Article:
Regional Patterns of Snow Water Equivalent in the Colorado River Basin Using Snowpack Telemetry (SNOTEL) Data
M.S. (Watershed Science) 2008 Colorado State University, Fort Collins, CO, USA 80523-1472
B.A. (Geography) 1993 University of Colorado, Colorado Springs, Colorado 80918
The number of clusters can be specified to the SOM based on the level of generalization desired. A SOM consisting of a 4, 6, 9, and 16-cluster were constructed from daily values as well as a 6-cluster derived from snowpack descriptor variables (peak SWE, length of snow season, etc.) and physical variables (elevation, aspect, distance to moisture source, etc.) for each station. Areas of homogeneity derived from daily SWE values, annual peak SWE, and physiography were used for multivariate regression analysis to determine the physical variables that best explain variability in peak SWE.
Results showed an unbiased clustering of stations defined not by station location, but by each station's specific SWE variability over the period of study. The established snow climatologies derived from daily values show general homogenous coarse-scale clusters along a north/south gradient with spatial coherence improving at finer resolutions, but overall there are no definitive spatial patterns to the climatologies, indicating that complex local-scale variables dominate variability of daily SWE. Climatologies derived from descriptor variables showed improved spatial coherence which reflected larger scale influences. Descriptor variables that best represent daily time-step classifications were peak SWE (50% similarity), April 1st SWE (43% similarity), and physical variables (41% similarity).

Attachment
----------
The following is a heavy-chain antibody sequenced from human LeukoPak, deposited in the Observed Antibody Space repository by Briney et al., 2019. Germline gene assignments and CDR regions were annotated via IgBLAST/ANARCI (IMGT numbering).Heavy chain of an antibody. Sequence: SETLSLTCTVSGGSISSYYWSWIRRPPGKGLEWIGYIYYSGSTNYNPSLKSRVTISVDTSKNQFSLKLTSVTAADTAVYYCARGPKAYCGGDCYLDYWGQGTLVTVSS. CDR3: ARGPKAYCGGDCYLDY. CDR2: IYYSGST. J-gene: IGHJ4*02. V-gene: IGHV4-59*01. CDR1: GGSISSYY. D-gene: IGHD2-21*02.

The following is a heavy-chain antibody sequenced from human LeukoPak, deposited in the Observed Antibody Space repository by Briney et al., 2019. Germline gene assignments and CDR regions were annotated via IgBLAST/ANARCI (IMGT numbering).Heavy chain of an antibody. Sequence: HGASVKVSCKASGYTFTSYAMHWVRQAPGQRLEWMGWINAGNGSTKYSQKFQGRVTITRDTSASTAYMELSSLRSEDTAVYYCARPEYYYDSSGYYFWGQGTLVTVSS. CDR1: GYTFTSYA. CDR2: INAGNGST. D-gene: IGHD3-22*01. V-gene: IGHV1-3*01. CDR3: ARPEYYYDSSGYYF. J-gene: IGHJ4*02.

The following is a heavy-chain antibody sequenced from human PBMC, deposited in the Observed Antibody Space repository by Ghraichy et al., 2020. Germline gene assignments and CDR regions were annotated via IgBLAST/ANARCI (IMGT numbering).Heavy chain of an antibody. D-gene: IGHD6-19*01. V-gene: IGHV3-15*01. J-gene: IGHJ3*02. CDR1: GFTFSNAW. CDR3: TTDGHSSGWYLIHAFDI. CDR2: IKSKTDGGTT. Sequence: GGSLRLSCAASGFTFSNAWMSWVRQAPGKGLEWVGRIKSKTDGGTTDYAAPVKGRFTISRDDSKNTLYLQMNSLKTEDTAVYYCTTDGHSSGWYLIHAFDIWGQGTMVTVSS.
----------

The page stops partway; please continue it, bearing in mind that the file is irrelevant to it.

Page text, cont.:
Regression results showed a consistent increase in predictability as cluster size went from more general (4-cluster) to less general (16-cluster). Key physical variables are elevation, southwest barrier height, regional northness, and southwest shield height. These key variables were consistently used in the regression model, although the degree of importance of the variable depends on resolution and general location of the climatology.
Advisor: Steven Fassnacht
John Stednick (Watershed Science)
Nolan Doesken (CIRA)